Four days after the nonagenarian talented actor, committed activist, muse to her poet husband and working mom Shaukat Kaifi breathed her last an evening celebrate her life with music and memories hosted by the Azmi family - including her five-time national awardee actor-activist daughter Shabana and cinematographer son Baba Azmi, actor daughter-in-law Tanvi and lyricist-poet son-in-law Javed Akhtar - saw a huge turn out with an evening full of laughter, memories and choked emotional moments.
Apart from the actor sisters Tabu and Farah who are related to to the Azmis from Shaukat's side of the family, actors Kajol, Padmini Kolhapure, Tina Ambani (nee Munim), Ila Arun, Zarina Wahab, Neena Gupta, Poonam Dhillon, Tisca Chopra, Divya Dutta, Aditi Rao Hydari, Jeetendra, Hrithik Roshan, Aamir Khan and Sunil Grover were also present at the gathering which had filmmakers Shyam Benegal, Madhur Bhandarkar, Ashutosh Gowariker, David Dhawan in attendance at the tastefully decorated and lit Juhu auditorium.
The evening started off on a perfect note with violinist Manas Kumar's rendition of Raga Des. The choice of both the raga and the instrument was dictated by the late doyenne's choice. This was followed by a performance by silken-voiced Jaswinder Singh. While introducing him, Shabana Azmi pointed out how Shaukat Aapa had known him since he was a little boy. “While others got a taste of both her love and occasional anger, with him it has only been love given her fondness for his talent.” She recounted how her mom had embarrassed her by gushing loudly and effusively unmindful of people around when she watched her Ankur. “But just because she never held back on what she felt she could be extremely dangerous be around,” laughed the actor, “I'd done another film (which I'd rather not name) she saw and trounced equally loudly. She told me, 'Had I known you're doing such a terrible film I would've gotten you married and never let you pursue a career in films.' All this was said totally unmindful of others present. So Jaswinder has been very lucky.”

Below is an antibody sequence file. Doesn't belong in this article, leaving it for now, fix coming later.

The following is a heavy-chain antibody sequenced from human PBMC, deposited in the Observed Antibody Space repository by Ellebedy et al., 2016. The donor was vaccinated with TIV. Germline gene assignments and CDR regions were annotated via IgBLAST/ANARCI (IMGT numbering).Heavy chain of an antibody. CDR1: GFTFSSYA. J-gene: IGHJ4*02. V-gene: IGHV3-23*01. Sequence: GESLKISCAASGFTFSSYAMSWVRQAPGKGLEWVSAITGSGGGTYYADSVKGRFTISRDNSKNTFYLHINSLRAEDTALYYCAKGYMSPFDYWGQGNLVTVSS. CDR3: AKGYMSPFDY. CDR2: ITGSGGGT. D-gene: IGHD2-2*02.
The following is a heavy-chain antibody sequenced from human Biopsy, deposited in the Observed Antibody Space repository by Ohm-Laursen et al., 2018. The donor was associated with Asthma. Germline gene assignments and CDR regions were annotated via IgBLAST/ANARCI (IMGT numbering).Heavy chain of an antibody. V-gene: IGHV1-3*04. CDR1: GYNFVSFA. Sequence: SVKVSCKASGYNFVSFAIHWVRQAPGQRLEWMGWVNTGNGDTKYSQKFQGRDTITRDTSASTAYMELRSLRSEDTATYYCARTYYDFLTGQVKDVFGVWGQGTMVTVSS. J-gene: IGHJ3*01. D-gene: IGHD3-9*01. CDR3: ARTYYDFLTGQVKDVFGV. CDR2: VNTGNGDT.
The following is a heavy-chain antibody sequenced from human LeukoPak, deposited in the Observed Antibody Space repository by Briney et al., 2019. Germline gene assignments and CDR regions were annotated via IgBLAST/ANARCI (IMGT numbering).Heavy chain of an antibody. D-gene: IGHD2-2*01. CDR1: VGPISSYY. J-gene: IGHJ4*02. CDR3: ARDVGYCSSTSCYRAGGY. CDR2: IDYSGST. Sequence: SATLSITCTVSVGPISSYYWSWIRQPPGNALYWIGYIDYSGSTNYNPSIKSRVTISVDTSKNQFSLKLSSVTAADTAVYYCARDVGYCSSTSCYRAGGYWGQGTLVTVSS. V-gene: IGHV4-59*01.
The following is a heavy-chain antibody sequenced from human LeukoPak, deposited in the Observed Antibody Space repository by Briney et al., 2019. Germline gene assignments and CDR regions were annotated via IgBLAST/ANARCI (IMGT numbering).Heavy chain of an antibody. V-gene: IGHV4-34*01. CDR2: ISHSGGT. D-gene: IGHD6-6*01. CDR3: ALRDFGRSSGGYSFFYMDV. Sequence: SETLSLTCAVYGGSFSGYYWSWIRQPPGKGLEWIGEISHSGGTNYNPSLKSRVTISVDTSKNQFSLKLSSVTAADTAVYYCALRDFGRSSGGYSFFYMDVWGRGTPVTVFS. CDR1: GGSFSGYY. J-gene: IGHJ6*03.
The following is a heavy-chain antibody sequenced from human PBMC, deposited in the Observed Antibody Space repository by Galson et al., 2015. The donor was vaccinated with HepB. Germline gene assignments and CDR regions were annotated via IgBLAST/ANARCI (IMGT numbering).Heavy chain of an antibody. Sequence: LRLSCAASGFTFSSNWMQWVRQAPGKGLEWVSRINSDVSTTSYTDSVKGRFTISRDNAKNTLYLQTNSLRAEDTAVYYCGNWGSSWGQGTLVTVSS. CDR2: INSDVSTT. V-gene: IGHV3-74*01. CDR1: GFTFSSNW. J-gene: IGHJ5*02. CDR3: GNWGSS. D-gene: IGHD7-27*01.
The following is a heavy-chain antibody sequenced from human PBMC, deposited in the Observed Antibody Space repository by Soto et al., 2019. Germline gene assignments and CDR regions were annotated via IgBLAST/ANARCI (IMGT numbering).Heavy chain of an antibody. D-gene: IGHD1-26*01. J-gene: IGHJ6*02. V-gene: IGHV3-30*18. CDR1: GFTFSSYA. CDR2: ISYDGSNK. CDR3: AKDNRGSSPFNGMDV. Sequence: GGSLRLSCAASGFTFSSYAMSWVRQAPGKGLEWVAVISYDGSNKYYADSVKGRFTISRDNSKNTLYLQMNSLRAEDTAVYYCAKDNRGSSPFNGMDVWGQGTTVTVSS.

The ghazal exponent rendered a special nazm composed by the late Kaifi saab for his beloved muse - zindagi naam hai kuch lamhon ka – which describes the daily quiet bonding over tea between the couple for over five and a half decades. Jaswinder Singh followed this nazm with another of Shaukat Aapa's favourite Mirza Ghalib ghazal -
Dil-e-nādāñ tujhe huā kyā hai?
āḳhir iss dard kī davā kyā hai?
Shabana Azmi recounted how she was overjoyed when Nobel Laureate Amartya Sen wrote the blurb in which he praised Shaukat Aapa's book, Kaifi and I and dashed off to tell her mom. “She just asked, 'Who is this Amartya?' But when she heard he was an internationally renowned economist her demeanour changed.” In the evening to celebrate Sen's praise for her book she bought a whopping 16 saris! Shabana's protests over these being far too many were brushed off with: “You keep quiet! Have you ever been appreciated by Amartya Sen?”
Never one to believe she had enough saris she was very particular about the matching blouses she stitched herself. “Once I asked her how she decided on the matching colours she asked me to look at nature for inspiration.” Shabana also recounted a funny episode when the entire family was sprawled in front of the TV to watch her get the national award. “She was livid to see my choice of blouse and felt I had no sense of matching. The TV was ordered to be turned off and she wouldn't allow anyone to watch,” smiled Shabana.